On December 2, the House approved, 359-64, the conference report for S. 1177, the Every Student Succeeds Act. The Senate passed its version of the legislation on July 16 (see The Source, 7/17/15); the House approved a separate measure, H.R. 5, the Student Success Act on July 8 (see The Source, 7/10/15). The conference report resolves differences between the two bills. The current law, commonly known as No Child Left Behind, (NCLB) (P.L. 107-110) expired in 2007. Since then, Congress has funded the provisions annually through the appropriations process.
The legislation would authorize approximately $62.6 billion in total funding through FY2020 for local education agencies (LEAs) that serve large numbers of disadvantaged children (Title I). Within that amount, the bill would authorize $1.29 billion annually from FY2017-2019 and $1.3 billion in FY2020 for impact aid to LEAs that educate large numbers of children who live on military bases, federal lands, and tribal lands. In addition, the bill would authorize $47.6 million annually to support at-risk children and $85 million annually to support the education of homeless children.
The legislation also would authorize $250 million annually for the Preschool Development Grants program to support states that “propose to improve the coordination, quality, and access for early childhood education.” The grant program would be administered by the Departments of Education and Health and Human Services.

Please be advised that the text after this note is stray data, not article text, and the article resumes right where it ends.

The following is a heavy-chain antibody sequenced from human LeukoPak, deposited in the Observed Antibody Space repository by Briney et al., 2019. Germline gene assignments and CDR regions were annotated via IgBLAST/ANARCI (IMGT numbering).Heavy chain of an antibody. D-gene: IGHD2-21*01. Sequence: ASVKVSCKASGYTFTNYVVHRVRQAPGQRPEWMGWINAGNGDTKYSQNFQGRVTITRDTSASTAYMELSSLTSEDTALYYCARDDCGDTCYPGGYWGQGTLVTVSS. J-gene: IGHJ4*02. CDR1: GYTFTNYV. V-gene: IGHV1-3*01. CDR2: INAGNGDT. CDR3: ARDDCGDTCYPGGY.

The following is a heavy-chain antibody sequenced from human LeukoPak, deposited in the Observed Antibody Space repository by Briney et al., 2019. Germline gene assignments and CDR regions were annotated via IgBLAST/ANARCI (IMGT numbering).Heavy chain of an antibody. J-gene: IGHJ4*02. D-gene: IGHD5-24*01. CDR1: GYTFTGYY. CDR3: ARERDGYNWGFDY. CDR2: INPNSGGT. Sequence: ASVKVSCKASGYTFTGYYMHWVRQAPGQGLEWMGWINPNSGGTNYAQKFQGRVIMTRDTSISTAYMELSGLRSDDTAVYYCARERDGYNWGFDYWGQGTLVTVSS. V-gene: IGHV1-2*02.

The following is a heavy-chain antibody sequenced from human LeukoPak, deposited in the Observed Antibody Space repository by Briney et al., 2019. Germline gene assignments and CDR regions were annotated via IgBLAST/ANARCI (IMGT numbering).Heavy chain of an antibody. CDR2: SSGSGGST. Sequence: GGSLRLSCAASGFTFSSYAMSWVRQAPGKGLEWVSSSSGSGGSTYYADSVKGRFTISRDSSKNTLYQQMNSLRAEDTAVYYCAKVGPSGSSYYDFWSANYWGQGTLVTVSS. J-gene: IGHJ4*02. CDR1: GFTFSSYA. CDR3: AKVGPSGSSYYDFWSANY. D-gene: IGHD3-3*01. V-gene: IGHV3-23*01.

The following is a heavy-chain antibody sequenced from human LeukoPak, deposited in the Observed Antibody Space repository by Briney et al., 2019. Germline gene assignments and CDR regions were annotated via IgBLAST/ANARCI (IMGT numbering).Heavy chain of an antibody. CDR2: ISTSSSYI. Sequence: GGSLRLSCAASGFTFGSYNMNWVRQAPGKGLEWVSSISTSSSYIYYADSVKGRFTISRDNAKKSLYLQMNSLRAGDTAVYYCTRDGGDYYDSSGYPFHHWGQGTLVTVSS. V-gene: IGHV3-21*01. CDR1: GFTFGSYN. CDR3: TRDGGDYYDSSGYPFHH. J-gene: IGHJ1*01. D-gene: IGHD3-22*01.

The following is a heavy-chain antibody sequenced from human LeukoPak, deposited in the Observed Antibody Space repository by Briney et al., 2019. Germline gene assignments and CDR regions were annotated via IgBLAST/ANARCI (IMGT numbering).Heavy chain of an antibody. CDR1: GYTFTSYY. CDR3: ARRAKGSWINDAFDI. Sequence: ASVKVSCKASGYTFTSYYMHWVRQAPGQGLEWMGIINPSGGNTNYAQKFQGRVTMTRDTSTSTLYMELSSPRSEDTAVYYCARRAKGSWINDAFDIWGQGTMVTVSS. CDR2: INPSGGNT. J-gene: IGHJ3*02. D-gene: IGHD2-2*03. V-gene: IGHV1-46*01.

According to the conference summary, S. 1177 would allow states to develop and implement their own academic standards, accountability systems, and assessments. The measure would prohibit the federal government from mandating or incentivizing any specific set of academic standards for states to adopt. States would be able to look beyond test scores to determine student achievement and school quality, using factors, such as “student engagement, access to and completion of advanced coursework, and school climate and safety.”
Among other provisions, states would be required to improve student learning in the lowest-performing five percent of schools, including schools in which groups of students consistently underperform. In addition, states would be responsible for identifying schools and providing support for struggling schools; the bill prohibits the federal government from making decisions about accountability and school improvement activities.